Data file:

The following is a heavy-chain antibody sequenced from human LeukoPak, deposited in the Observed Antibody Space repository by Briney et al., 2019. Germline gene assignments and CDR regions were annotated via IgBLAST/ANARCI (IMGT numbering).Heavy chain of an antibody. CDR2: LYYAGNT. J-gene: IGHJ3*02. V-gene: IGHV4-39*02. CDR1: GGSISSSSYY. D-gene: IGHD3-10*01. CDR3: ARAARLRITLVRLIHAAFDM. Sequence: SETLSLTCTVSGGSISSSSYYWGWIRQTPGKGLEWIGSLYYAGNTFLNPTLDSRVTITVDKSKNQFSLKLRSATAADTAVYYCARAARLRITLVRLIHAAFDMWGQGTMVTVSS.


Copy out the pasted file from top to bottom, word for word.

The following is a heavy-chain antibody sequenced from human LeukoPak, deposited in the Observed Antibody Space repository by Briney et al., 2019. Germline gene assignments and CDR regions were annotated via IgBLAST/ANARCI (IMGT numbering).Heavy chain of an antibody. CDR2: LYYAGNT. J-gene: IGHJ3*02. V-gene: IGHV4-39*02. CDR1: GGSISSSSYY. D-gene: IGHD3-10*01. CDR3: ARAARLRITLVRLIHAAFDM. Sequence: SETLSLTCTVSGGSISSSSYYWGWIRQTPGKGLEWIGSLYYAGNTFLNPTLDSRVTITVDKSKNQFSLKLRSATAADTAVYYCARAARLRITLVRLIHAAFDMWGQGTMVTVSS.